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Thursday, January 31, 2008

Senate Republicans Roll Out 2008 Agenda

From the Washington Times, Senate Republicans are outlining their "2008 Senate Conservative Agenda to Secure America's Future." It sounds like a modernized version of the winning 1994 "Contract With America."

The Contract With America helped catapult the Republicans into control of both houses of Congress for the first time in 40 years. And Republicans made good on all but one point in the Contract, passing all the rest within the first 100 days.

I think something like this is the right way to go, and they should have done something like this long ago that clearly outlined a conservative agenda for leadership.

The only problem at this point is that the Republicans have spent the last 7 years showing us what big-spenders they are, and that they don't respect the Constitution, and they're perfectly fine with big government as long as it's "their big government."

Did they learn their lesson from the 2006 election losses? So far I haven't seen a whole lot of evidence.

And after seeing Republicans spend like drunken sailors, voters are probably going to be skeptical about trusting even a good-sounding agenda like this one.

Here's what the Times says the agenda includes:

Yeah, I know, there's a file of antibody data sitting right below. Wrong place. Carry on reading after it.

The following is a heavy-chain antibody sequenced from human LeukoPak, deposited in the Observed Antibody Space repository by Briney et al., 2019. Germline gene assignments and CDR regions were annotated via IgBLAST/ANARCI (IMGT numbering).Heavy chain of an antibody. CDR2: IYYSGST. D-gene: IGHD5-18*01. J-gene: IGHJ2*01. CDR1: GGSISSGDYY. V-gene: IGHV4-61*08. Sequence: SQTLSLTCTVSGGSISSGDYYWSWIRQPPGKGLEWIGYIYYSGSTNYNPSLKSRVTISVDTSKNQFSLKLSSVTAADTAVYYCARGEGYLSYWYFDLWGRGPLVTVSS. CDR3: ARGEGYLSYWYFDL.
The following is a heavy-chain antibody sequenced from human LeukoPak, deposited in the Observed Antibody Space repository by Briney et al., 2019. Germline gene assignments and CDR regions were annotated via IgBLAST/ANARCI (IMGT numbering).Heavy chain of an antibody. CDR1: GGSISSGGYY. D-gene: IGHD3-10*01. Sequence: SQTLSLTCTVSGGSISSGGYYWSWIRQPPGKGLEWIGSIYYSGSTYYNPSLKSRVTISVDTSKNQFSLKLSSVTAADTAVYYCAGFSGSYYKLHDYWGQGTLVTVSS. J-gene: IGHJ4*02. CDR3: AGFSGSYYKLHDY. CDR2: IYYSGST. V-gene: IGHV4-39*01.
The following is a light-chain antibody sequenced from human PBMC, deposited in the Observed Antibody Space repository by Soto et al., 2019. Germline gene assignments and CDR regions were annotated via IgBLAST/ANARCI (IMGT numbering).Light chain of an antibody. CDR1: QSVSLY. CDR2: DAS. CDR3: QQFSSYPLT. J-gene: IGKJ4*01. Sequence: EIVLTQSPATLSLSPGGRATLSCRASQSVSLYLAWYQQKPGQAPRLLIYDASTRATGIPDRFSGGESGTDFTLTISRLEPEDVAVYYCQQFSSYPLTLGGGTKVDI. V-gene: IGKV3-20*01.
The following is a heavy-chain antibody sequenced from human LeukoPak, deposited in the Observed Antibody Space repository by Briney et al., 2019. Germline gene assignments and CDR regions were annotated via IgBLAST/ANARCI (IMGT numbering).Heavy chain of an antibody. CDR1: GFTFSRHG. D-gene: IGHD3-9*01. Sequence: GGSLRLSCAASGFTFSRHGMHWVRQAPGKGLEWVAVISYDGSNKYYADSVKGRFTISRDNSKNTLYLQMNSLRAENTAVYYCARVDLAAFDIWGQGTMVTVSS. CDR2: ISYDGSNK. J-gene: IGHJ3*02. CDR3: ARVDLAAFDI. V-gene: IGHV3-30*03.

• Reform the tax code and make permanent President Bush's tax cuts that otherwise expire in 2010;

• Reduce government spending and stop pork-barrel earmarks;

• Expand access to affordable health insurance by addressing unfairness in tax code and allow Americans to buy coverage across state lines;

• Demand United Nations reforms by withholding U.S. dues;

• Increase U.S. competitiveness by cutting the corporate tax rates, increasing energy supplies, and providing regulatory relief for small businesses;

• Secure the U.S. borders;

• Ensure at least 4 percent of the nation's economy is invested in national security;

• Amend the Constitution to require a balanced budget and to limit tax increases;

• Stop spending Social Security surpluses on other government programs;

• Offer states flexibility and give parents more choices under No Child Left Behind Act;

Sounds pretty good, for the most part. Not as ambitious as the Contract With America, but a start.

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